While it can be devastating to have your savings wiped out from a failed investment, you don’t have to worry about creditors knocking on your door. The biggest drawback to self-funding is its limited potential.
Unless you are already a multi-millionaire on to their tenth business, there’s only so much you can raise. This can seriously increase your time to getting started and stifle your growth.
Taking on a business partner to secure more funding may be a lucrative option. It’s an extension of self-funding, one that allows you to increase your funding potential significantly. Partners may be able to help with more than just liquid capital but may contribute skill as well.
These skills could be utilised within the business, reducing overheads by way of salaries. This does, however, need you to be willing to cede both ownership and control.
It’s very unlikely to find a partner willing to plough time, effort and money into the business without the ability to influence its vision.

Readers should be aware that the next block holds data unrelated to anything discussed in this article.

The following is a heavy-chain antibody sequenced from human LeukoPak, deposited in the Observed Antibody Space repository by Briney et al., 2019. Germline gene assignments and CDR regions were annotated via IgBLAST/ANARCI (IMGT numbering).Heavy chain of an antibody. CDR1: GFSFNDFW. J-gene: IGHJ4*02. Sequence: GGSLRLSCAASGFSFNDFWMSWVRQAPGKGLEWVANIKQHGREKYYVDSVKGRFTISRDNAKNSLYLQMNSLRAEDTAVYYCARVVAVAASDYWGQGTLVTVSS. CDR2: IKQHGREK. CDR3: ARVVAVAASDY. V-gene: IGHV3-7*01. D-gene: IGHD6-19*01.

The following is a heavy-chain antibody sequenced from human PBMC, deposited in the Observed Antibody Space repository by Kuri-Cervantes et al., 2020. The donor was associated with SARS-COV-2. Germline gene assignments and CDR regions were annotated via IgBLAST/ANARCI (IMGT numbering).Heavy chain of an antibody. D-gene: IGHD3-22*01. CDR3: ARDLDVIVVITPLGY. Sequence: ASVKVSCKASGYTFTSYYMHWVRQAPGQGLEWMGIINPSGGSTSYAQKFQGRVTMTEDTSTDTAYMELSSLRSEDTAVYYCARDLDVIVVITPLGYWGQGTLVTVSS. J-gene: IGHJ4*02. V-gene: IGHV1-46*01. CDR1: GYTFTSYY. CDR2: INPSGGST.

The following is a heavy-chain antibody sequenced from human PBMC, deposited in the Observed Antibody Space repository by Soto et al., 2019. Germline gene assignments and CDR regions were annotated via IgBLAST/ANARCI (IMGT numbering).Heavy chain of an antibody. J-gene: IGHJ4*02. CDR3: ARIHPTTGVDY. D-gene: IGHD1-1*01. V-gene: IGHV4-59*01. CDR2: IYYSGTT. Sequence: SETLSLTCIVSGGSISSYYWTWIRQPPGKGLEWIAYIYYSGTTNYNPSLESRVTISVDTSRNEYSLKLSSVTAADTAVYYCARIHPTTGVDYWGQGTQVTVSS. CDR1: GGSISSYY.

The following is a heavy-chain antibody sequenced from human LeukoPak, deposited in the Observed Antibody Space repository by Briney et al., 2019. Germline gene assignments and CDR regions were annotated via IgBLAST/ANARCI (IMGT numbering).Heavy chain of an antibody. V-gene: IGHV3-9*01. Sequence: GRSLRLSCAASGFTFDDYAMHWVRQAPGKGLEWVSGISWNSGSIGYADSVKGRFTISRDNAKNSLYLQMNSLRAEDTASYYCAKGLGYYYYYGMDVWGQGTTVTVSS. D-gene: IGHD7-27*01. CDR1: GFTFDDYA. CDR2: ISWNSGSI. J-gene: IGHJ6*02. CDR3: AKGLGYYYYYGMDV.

This may be a particularly sore spot should your visions significantly diverge, and has led to a few businesses closing down. Even where you want to formalise the agreement, it can be a bit tough to determine the best way to split ownership.
With traditional equity investors, you simply give them a proportion that corresponds to their capital contribution. Because business partners contribute more than just money, the division may not be as straight forward.
However, if you can find a partner you have a common vision and work ethic with, you might just have found more than just financial capital.
Not all funding sources are made equal and it’s important to know what best suits your individual needs. Among the factors to consider are;
- Repayment considerations
- Ownership seeded
- Cost of funding
- Type of business